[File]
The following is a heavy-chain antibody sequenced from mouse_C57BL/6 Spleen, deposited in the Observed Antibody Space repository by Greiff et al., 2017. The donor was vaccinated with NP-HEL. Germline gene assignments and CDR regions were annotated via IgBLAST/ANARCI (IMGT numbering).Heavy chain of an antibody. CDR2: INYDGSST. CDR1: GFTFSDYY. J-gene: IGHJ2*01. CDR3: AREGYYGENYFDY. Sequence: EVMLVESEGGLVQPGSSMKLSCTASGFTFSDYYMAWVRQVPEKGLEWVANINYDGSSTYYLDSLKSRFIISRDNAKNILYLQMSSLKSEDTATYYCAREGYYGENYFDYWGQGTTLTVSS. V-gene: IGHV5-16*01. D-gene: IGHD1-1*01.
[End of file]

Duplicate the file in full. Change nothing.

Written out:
The following is a heavy-chain antibody sequenced from mouse_C57BL/6 Spleen, deposited in the Observed Antibody Space repository by Greiff et al., 2017. The donor was vaccinated with NP-HEL. Germline gene assignments and CDR regions were annotated via IgBLAST/ANARCI (IMGT numbering).Heavy chain of an antibody. CDR2: INYDGSST. CDR1: GFTFSDYY. J-gene: IGHJ2*01. CDR3: AREGYYGENYFDY. Sequence: EVMLVESEGGLVQPGSSMKLSCTASGFTFSDYYMAWVRQVPEKGLEWVANINYDGSSTYYLDSLKSRFIISRDNAKNILYLQMSSLKSEDTATYYCAREGYYGENYFDYWGQGTTLTVSS. V-gene: IGHV5-16*01. D-gene: IGHD1-1*01.